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Old Aug 26, 2015, 05:03 PM
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Dell NPS-750BB A - float the dc ground

Hello everyone,

I just received two of these power supplies (NPS-750BB A). Does anyone know how to float the dc ground in order to use them in parallel?
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Old Aug 27, 2015, 12:58 AM
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You don't need to float the DC ground to use them in parallel.

Do you mean you want to use them in series? To produce 24Volts.
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Old Aug 27, 2015, 07:28 AM
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Yes. I mean in series to produce 24V. Sorry about the error.
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Old Aug 28, 2015, 04:35 AM
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I've been replacing the two M3 screws behind the main output connector with nylon ones. Washers between the board and the case at that location, also nylon compete the job. To actually do this you will need to remove the cover and then the cooling fan. Make sure you test that the negative DC terminal and the case are isolated before using.

As with any mains powered device if you are not sure about what you are doing don't attempt this.
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Old Aug 28, 2015, 01:44 PM
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Quote:
Originally Posted by Jason50 View Post
I've been replacing the two M3 screws behind the main output connector with nylon ones. Washers between the board and the case at that location, also nylon compete the job. To actually do this you will need to remove the cover and then the cooling fan. Make sure you test that the negative DC terminal and the case are isolated before using.

As with any mains powered device if you are not sure about what you are doing don't attempt this.
Additional information. Only float the ground on the 12V to 24V power supply. After making the series connection check the grounds with an ohm meter before applying power.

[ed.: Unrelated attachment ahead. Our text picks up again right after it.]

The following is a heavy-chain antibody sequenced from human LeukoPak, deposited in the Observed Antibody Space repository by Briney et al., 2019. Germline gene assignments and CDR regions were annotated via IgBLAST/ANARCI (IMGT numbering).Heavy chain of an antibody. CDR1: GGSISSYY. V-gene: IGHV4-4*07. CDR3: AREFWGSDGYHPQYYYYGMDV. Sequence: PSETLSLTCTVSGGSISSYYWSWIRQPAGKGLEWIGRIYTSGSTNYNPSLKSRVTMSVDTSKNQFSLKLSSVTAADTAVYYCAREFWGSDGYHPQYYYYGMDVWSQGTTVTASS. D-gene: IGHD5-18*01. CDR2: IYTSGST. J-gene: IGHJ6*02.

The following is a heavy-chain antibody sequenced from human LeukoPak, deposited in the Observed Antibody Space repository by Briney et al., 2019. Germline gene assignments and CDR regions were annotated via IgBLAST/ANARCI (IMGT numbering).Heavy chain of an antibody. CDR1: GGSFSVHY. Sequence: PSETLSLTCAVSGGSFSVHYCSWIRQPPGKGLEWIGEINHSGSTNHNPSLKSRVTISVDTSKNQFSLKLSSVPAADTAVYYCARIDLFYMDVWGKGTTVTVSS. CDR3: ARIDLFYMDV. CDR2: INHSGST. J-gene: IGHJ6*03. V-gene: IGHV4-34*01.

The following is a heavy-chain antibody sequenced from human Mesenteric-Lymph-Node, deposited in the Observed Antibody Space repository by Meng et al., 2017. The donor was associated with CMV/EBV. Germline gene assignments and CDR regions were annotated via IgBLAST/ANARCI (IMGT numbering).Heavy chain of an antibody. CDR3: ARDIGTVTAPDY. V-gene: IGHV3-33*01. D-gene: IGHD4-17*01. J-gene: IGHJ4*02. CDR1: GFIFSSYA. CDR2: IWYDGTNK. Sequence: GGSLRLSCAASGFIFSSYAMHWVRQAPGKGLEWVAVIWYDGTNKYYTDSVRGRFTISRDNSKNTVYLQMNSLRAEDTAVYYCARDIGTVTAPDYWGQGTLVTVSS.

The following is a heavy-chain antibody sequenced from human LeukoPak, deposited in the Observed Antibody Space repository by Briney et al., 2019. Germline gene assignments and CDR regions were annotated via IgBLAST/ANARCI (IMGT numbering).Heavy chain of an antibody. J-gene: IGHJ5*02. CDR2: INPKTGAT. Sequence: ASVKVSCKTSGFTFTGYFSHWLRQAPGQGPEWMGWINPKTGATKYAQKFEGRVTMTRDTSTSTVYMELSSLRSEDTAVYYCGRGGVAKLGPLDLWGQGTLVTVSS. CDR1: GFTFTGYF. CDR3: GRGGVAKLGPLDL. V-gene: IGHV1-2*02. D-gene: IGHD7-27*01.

Some insulation across the output terminals to prevent something from contact them would be in order too.

Glen
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Old Aug 29, 2015, 02:19 AM
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Ok. I replaced the two M3 screws with nylon ones and added nylon washers to the top and bottom of the board. Checked for continuity and I now have no continuity between the -12V and the case.
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Old Aug 29, 2015, 03:59 AM
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Once it's back together it's good to go. As already mentioned , use that one as the "high" side. With the other units DC still grounded if anything does go wrong you still have the mains earth protection.

Once you have all the connections sorted, hot melt glue works well to insulate everything. It's also easy to get off again if need be.
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Old Aug 29, 2015, 05:55 AM
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Sanity check? Your picture shows no continuity between the chassis and a green wire.
Is that wire the mains ground? If so I am confused. I thought that the mains ground to chassis should still be in tact. I thought only the -12V to mains ground should be isolated.

Can someone clarify? Have I misinterpreted the picture. Am I incorrect in my understanding of the correct way to isolate the -12V?

Glen
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Old Aug 29, 2015, 11:46 PM
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I think the main ground is located on the other side of the supply.
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Old Aug 30, 2015, 12:17 AM
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Yes the mains ground goes directly from where the mains enters to the case. This is at the back of the supply and is correctly identified in your photo.